Now, what does the reporter have to say:

I’ve long made fun of the ’70s as one of the worst decades in pop-culture history. I was there, and, let me tell you, it was dreadful. Disco, leisure suits, poofy hair, Starsky & Hutch, Leo Sayer — it was a long 10 years! When it comes to comic books, though, the ’90s are certainly in competition for Worst Decade Ever. (Two words: Heroes Reborn.)

Well again, he's right that the 90s are considerable competition for a bad decade, but what's wrong with the 70s? Can't say I really cared for S&H with David Soul and Paul Michael Glaser, but those fancy white suits everybody was wearing at the time were pretty cool! I wish I owned one! If Miami Vice is any suggestion, they lasted well into the late 80s. And disco plus hairstyles? Please. That was hardly the worst. No, the worst thing about the 70s was drug trafficking. Taking out your anger on fashion trends of a particular decade is really avoiding the harder issues, such as whether character development existed, or if it even still does. Fortunately, while the 70s didn't have quite as much noteworthy in the ways of human relations as it could've, it still had some moments, and there were plenty of genuinely fun times to be found there.

Our "intrepid" journalist for CBG goes on to say:

Anyway, I also disliked the Hobgoblin story. Not only was I already bored in the early ’90s with the endless parade of Green Goblin retreads (a trend that continues, and continues to annoy me, today), but also because it killed Ned Leeds. Ned wasn’t that important in the Parker circle, but, by the ’90s, he was just about the only supporting character left whose name I knew.

In the Romita years, Amazing Spider-Man had probably the best cast of supporting characters ever. But by the ’90s most of them were dead: Frederick Foswell, Captain Stacy, Gwen Stacy, Norman Osborn, Harry Osborn — the list goes on. Turning Ned (briefly) into a villain and then offing him was part of a long series of bad decisions that threatened to make Peter Parker the sole survivor of his circle of friends.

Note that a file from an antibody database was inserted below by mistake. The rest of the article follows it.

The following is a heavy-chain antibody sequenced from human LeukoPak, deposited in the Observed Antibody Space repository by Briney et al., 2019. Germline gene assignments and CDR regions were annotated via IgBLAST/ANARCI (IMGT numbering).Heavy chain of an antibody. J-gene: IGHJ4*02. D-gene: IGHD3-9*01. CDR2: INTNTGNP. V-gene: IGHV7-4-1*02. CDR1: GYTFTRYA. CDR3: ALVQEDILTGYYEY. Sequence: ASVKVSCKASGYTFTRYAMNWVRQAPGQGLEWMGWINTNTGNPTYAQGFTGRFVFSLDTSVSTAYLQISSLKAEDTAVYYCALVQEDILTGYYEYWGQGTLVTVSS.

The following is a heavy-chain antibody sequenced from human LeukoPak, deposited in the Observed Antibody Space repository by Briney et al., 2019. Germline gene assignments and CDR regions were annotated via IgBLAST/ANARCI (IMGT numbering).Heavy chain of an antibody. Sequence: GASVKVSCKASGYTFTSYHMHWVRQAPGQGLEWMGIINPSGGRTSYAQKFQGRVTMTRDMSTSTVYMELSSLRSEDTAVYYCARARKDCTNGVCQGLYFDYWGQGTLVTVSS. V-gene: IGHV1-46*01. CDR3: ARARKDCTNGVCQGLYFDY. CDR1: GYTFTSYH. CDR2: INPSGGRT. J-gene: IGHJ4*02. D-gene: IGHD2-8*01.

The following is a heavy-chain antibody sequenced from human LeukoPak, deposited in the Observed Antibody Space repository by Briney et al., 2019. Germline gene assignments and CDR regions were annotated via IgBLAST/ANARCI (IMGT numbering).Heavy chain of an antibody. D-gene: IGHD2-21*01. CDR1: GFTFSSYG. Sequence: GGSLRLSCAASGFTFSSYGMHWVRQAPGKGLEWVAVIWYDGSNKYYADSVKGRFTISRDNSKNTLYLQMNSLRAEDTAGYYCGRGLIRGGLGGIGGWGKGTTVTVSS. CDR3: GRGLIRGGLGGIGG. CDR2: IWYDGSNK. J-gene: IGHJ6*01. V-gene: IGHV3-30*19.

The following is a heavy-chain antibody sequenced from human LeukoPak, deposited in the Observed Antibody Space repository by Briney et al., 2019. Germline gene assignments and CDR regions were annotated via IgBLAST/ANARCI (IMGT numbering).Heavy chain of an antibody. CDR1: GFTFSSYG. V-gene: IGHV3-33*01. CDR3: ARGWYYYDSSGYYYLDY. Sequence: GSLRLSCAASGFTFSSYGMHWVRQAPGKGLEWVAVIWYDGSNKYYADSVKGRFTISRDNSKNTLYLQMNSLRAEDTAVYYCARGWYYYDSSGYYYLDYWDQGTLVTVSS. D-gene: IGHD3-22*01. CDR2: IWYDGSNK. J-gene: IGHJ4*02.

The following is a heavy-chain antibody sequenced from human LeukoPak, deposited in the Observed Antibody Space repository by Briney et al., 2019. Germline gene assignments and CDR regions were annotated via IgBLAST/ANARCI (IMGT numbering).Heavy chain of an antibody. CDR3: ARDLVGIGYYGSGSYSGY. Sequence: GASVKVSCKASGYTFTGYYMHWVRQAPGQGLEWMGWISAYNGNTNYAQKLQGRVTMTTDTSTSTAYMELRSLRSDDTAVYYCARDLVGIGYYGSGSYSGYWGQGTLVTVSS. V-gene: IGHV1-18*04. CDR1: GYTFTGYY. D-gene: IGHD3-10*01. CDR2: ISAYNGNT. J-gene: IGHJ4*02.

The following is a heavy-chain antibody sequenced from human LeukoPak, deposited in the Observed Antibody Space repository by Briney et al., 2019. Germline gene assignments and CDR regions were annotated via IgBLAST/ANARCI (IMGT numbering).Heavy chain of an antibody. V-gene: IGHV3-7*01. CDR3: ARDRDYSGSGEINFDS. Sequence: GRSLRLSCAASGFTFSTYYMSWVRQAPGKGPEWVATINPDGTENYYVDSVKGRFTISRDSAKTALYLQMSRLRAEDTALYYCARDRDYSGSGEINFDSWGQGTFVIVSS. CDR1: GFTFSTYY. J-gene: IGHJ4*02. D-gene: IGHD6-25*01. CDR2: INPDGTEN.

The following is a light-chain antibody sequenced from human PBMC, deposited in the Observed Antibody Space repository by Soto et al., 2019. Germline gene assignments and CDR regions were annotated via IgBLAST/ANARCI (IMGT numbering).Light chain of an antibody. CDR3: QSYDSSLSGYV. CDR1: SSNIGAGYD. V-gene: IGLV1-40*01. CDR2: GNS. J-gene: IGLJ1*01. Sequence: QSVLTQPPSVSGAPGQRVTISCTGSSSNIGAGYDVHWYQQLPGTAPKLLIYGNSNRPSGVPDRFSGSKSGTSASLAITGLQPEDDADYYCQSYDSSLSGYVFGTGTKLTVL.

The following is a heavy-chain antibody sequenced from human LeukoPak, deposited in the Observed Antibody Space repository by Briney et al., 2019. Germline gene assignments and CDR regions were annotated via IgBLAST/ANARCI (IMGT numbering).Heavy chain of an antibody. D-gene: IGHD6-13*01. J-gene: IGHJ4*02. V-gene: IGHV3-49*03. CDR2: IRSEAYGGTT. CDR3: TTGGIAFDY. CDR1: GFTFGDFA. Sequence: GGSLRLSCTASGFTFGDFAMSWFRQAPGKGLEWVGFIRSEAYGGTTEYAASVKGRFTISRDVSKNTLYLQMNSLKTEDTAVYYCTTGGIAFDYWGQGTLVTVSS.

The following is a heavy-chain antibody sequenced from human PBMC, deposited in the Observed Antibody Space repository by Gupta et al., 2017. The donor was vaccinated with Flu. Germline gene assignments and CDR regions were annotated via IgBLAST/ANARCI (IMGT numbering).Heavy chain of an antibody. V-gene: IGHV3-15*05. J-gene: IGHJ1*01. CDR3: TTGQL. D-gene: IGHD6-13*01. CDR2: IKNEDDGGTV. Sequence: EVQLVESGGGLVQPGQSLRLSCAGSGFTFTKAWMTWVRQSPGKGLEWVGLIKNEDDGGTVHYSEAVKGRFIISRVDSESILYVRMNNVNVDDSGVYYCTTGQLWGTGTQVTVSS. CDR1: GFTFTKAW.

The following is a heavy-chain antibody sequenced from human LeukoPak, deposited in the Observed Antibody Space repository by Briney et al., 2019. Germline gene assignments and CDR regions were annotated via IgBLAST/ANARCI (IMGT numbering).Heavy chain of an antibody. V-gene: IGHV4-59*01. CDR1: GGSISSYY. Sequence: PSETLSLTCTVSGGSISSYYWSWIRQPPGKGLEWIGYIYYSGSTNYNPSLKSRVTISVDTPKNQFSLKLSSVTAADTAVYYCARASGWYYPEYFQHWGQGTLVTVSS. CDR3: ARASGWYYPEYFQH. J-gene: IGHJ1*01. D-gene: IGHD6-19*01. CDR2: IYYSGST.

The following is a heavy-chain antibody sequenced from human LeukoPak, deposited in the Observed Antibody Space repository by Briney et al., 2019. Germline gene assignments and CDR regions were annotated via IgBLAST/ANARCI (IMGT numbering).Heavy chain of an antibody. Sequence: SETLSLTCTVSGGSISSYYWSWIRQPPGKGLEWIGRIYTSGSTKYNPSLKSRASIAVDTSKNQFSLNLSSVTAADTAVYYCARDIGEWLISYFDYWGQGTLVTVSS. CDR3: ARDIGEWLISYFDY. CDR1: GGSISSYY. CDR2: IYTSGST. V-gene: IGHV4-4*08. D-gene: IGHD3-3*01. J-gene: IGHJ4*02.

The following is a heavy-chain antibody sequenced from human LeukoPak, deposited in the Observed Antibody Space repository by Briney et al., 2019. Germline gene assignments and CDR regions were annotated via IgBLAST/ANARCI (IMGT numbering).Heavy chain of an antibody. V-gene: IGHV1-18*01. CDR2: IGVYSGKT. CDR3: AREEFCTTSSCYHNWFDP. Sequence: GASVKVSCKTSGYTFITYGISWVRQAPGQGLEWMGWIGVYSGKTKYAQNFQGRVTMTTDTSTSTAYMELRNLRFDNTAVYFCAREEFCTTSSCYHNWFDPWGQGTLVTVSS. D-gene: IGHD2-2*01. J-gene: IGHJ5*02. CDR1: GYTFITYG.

Of course, the recent “Brand New Day” leaves the door open for a lot of these characters to return. We’ve already seen Harry Osborn; maybe Ned isn’t as dead as we thought, either. And maybe this time he’ll have a personality.

After reading this part, I hate to tell ya, but I'm wondering if he's really being altruistic about all this. What I find troubling here is that he says all this without actually criticizing any of the writers who were responsible for offing these cast members, not the least being Stan Lee himself. Don't get me wrong, I have some of the highest respect for Stan the Man thanks to his contributions to the comics world, but if he made mistakes, I don't think we should hold back at criticizing him specifically. Alluding only to the characters without bringing the writers into account is silly and actually insulting to the people who went miles out of their way to get them created in the first place.

Also, where does he get off by bringing up Frederick Foswell, the mysterious Big Man who led the Enforcers in ASM #10, the first time Spidey really ended up facing organized crime rackets? When a character is specifically planned from the start to be created as a villain, as Foswell turned out to be at the end of the story, you can't really complain, because that's just good writing. He may have been a recurring villain...but he was hardly what you'd call a supporting cast member.

And the journalist who wrote the above also praised Identity Crisis, so once more, I'm at a loss to understand why he's so bothered by Spider-Man's loss of a supporting cast. What, does he think that because those characters who've bitten the bullet in the DCU since that time are mostly just minor members from minor books across said universe that this makes them insignificant and their loss not worth complaining about? Gimme a break. Such double-think.

Here's something to consider: if it hadn't been for the DC Universe, would there have been a Marvel Universe? If it hadn't been for Superman, would there have been a Spider-Man? If it hadn't been for Elongated Man, would there have been a Mr. Fantastic? If it hadn't been for Atom, would there have been an Ant-Man?

I want to make perfectly clear that, even if I were exclusively a Marvel reader, I would not dare to deride DC. To do so would also be an insult to every DC comics contributor back to Jerry Siegel and Joe Shuster. They had even less fair treatment than Stan Lee ever got, going through many legal problems for years to get their long-denied rights to the revenue made on their famous creation, the Man of Steel, and that's how today's so-called comics fans repay them?

I do think there's a lesson to be learned in how you show your gratitude, no matter what you think of one company, or both, when DC/Marvel are in focus. Today's comic readers, from what I can tell, and that includes even some of CBG's own "contributors" are so far removed from an understanding of what made comics of yore work so well in their time that they have no sense of respect for either company, IMO. And that's something that needs to be changed, specifically, back to what it was earlier.

Copyright 2009 Avi Green. All rights reserved.